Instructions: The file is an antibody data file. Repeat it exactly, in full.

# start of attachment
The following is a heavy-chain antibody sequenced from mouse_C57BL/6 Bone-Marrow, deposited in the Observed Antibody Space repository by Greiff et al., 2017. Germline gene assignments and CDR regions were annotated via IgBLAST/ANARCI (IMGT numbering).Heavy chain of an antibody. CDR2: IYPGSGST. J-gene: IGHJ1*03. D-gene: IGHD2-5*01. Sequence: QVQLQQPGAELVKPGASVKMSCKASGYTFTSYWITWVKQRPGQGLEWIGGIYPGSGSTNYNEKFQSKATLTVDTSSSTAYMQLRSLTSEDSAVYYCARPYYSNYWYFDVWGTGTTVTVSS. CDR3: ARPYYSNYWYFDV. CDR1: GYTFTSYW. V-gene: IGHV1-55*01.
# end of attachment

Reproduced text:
The following is a heavy-chain antibody sequenced from mouse_C57BL/6 Bone-Marrow, deposited in the Observed Antibody Space repository by Greiff et al., 2017. Germline gene assignments and CDR regions were annotated via IgBLAST/ANARCI (IMGT numbering).Heavy chain of an antibody. CDR2: IYPGSGST. J-gene: IGHJ1*03. D-gene: IGHD2-5*01. Sequence: QVQLQQPGAELVKPGASVKMSCKASGYTFTSYWITWVKQRPGQGLEWIGGIYPGSGSTNYNEKFQSKATLTVDTSSSTAYMQLRSLTSEDSAVYYCARPYYSNYWYFDVWGTGTTVTVSS. CDR3: ARPYYSNYWYFDV. CDR1: GYTFTSYW. V-gene: IGHV1-55*01.